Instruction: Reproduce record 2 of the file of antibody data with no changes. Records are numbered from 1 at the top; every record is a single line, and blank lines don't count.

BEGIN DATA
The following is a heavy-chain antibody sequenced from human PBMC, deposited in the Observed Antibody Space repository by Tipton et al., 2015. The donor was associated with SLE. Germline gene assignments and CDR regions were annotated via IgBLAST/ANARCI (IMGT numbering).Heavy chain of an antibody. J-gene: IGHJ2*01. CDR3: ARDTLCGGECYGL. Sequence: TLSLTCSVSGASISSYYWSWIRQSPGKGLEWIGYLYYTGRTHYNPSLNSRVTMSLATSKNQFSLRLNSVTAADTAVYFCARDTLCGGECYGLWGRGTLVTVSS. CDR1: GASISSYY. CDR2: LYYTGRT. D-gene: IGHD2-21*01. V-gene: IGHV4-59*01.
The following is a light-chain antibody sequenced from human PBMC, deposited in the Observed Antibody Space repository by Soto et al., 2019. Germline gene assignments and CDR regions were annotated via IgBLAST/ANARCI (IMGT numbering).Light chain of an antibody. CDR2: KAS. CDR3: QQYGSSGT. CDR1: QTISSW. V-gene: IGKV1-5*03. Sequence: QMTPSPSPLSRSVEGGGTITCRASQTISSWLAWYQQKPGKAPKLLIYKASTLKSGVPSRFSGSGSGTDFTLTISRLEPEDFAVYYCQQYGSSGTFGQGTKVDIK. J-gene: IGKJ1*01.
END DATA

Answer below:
The following is a light-chain antibody sequenced from human PBMC, deposited in the Observed Antibody Space repository by Soto et al., 2019. Germline gene assignments and CDR regions were annotated via IgBLAST/ANARCI (IMGT numbering).Light chain of an antibody. CDR2: KAS. CDR3: QQYGSSGT. CDR1: QTISSW. V-gene: IGKV1-5*03. Sequence: QMTPSPSPLSRSVEGGGTITCRASQTISSWLAWYQQKPGKAPKLLIYKASTLKSGVPSRFSGSGSGTDFTLTISRLEPEDFAVYYCQQYGSSGTFGQGTKVDIK. J-gene: IGKJ1*01.